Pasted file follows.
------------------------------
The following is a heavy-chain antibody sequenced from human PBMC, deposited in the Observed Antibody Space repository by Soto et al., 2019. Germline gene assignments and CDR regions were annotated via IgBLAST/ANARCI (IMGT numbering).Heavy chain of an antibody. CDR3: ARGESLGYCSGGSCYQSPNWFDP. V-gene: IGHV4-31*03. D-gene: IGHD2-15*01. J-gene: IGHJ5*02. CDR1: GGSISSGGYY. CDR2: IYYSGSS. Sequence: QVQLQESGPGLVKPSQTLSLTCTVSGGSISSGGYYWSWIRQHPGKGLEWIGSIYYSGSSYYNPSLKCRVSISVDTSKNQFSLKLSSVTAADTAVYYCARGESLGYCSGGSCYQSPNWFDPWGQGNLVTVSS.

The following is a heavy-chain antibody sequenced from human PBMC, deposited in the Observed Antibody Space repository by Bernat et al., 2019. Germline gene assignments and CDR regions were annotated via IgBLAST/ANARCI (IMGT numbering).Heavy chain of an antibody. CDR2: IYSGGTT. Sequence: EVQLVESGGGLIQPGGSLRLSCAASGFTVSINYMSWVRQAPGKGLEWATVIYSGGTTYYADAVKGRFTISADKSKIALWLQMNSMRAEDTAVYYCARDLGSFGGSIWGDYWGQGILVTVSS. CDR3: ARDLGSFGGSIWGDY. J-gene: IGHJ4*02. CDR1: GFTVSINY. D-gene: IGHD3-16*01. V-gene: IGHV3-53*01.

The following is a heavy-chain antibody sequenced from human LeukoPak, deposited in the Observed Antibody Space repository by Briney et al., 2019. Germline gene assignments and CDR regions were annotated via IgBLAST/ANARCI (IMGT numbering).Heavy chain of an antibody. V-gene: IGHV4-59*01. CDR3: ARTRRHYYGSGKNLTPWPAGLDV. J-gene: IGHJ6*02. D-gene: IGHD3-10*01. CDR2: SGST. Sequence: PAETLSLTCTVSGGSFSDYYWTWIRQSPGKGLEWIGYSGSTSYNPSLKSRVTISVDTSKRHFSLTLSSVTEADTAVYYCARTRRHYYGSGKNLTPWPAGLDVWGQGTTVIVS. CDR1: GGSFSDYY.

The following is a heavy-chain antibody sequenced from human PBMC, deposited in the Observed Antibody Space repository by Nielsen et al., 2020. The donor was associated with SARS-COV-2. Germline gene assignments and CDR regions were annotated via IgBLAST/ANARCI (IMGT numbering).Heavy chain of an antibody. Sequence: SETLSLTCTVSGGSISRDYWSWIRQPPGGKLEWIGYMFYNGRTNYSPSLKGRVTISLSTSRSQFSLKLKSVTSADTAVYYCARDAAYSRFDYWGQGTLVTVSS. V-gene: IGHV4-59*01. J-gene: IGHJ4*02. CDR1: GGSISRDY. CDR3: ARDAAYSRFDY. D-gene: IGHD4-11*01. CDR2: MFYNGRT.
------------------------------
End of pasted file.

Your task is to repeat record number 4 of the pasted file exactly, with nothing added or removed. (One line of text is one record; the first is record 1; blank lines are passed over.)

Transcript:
The following is a heavy-chain antibody sequenced from human PBMC, deposited in the Observed Antibody Space repository by Nielsen et al., 2020. The donor was associated with SARS-COV-2. Germline gene assignments and CDR regions were annotated via IgBLAST/ANARCI (IMGT numbering).Heavy chain of an antibody. Sequence: SETLSLTCTVSGGSISRDYWSWIRQPPGGKLEWIGYMFYNGRTNYSPSLKGRVTISLSTSRSQFSLKLKSVTSADTAVYYCARDAAYSRFDYWGQGTLVTVSS. V-gene: IGHV4-59*01. J-gene: IGHJ4*02. CDR1: GGSISRDY. CDR3: ARDAAYSRFDY. D-gene: IGHD4-11*01. CDR2: MFYNGRT.